Location and staffing of emergency managers
In most areas, the mayors and governors often heavily rely on emergency managers in times of crisis. Mayors and Governors need notification about local /state emergencies and disasters for several reasons. Certain emergency circumstances require mayor-level or executive decisions. Second, due to the media coverage on local/state disasters and emergencies, they need to be apprised of these events at least as early as the news media, if not sooner (Sylves, 2019 pg26). The mayor’s public image may be at stake if handling a crisis is not done correctly (Sylves, 2019). Thus, one can tell much information based on where the emergency manager is sitting. Such as if the mayor or governor desires to keep their city safe. The allocating of funding to the emergency manager’s office location to ensure that mitigation, response, recovery efforts are appropriately cared for Kapucu, 2011). Furthermore, the staffing makes statements on how well the local or state is prepared to act in the event of a crisis (Kapucu, 2011). Having the right amount of personnel to prevent task saturation.
EOC and Fusion Center fit into the overall process.
The ECO and fusion center plays a vital role in the homeland security process. The fusion process is a cornerstone for the effective prevention of threats, including terrorism and other crimes, by State, local, tribal, and territorial governments. The term “fusion” refers to the overarching process of managing the flow of information and intelligence across all levels and sectors of government and the private sector (Monahan & Palmer, 2009). It goes beyond establishing an information/intelligence center or creating a computer network. The overall goal of the fusion process is to convert raw information and intelligence into actionable knowledge (Monahan & Palmer, 2009). Fusion Centers and Emergency Operations Centers play a critical role in linking state and local on-the-ground information with the federal government’s strategies and response (Monahan & Palmer, 2009). They must foster relationships to work together effectively and establish policies and protocols to coordinate and share relevant information and intelligence during daily operations and emergencies to enhance the public’s safety (Monahan & Palmer, 2009). Fusion Centers and Emergency Management efforts are enhanced with better interaction and information sharing. The two must develop a solid relationship to work together to achieve their respective objectives effectively. The relationships forged between these two entities will allow them to have continuous, meaningful contacts, which will enhance their ability to share information and intelligence regardless of the activation status of the EOC (Monahan & Palmer, 2009). Mutual trust and respect must guide interagency collaboration policies and protocols, allowing for effective and consistent collaboration during the steady-state or an emergency (Monahan & Palmer, 2009).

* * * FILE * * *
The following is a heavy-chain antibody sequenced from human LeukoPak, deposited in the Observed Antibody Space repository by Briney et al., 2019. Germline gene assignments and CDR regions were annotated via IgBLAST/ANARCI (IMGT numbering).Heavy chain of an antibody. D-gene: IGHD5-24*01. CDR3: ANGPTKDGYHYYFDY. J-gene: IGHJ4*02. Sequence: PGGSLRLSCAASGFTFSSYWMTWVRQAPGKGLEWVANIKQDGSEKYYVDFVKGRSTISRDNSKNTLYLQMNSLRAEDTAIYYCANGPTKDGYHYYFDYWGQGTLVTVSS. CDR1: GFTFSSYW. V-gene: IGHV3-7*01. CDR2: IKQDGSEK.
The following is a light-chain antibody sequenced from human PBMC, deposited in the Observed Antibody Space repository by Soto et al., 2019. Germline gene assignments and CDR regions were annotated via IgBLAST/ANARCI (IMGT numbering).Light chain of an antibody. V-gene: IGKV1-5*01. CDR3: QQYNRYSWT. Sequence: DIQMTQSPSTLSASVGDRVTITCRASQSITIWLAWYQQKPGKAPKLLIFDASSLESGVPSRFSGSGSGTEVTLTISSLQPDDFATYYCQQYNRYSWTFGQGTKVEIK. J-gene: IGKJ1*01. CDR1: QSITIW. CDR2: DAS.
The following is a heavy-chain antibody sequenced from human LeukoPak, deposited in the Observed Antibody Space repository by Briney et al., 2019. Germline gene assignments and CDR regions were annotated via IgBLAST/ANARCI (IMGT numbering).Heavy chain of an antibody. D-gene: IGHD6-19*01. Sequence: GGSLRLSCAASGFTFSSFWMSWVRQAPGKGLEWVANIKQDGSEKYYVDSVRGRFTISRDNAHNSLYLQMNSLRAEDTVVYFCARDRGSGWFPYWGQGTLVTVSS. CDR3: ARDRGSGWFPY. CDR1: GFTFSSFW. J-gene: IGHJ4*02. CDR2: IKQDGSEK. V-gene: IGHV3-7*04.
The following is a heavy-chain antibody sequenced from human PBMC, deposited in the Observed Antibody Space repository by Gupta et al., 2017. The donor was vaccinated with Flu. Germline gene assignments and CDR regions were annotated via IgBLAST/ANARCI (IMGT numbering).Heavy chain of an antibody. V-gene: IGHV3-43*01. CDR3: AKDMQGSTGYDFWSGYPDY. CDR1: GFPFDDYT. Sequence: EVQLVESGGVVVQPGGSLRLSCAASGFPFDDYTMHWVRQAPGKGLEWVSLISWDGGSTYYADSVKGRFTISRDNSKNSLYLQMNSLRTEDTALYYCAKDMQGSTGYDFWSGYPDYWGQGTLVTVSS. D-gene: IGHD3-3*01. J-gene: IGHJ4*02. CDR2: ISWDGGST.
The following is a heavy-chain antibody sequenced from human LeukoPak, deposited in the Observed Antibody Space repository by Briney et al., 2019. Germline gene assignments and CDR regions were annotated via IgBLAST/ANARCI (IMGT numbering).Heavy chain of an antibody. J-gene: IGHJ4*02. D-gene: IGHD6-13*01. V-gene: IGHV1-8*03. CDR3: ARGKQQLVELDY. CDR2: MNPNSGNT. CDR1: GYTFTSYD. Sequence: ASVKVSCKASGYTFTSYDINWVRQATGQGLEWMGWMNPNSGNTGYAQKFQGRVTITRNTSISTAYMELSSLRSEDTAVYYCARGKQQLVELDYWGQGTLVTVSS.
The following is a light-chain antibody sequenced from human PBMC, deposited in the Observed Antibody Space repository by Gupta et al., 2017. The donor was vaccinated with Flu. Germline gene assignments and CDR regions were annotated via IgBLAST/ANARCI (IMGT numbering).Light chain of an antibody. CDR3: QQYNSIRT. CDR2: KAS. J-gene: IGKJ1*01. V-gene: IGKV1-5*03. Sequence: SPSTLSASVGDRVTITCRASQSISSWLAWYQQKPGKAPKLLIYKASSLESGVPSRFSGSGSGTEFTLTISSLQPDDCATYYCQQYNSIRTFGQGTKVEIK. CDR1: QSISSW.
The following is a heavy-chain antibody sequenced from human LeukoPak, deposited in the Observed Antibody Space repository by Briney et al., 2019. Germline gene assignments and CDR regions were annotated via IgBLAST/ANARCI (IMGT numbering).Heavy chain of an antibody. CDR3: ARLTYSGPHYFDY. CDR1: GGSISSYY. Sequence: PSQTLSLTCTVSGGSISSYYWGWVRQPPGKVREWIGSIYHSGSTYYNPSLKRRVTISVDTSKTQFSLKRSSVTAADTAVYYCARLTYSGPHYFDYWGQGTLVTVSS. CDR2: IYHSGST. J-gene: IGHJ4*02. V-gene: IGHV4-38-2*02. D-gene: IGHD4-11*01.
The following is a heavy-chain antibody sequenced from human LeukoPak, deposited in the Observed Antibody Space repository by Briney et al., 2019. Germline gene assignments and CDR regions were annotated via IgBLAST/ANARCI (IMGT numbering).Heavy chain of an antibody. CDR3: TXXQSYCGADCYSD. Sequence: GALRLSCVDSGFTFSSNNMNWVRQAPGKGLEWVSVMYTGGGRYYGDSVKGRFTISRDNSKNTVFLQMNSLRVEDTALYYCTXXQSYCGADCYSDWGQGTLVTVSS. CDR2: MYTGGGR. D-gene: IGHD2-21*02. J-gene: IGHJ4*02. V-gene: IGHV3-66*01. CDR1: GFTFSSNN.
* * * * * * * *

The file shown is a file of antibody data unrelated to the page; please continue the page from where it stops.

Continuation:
Ezekiel 38:7 states, “‘Get ready; be prepared, you and all the hordes gathered about you, and take command of them.” (Ezekial 38:7, NIV) What this means to me in the context of emergency management is that we must always be ready as a crisis will happen. We must prepare and mitigate as much as possible. Additionally, we must take command using our processes and remain calm through the storm and respond appropriately.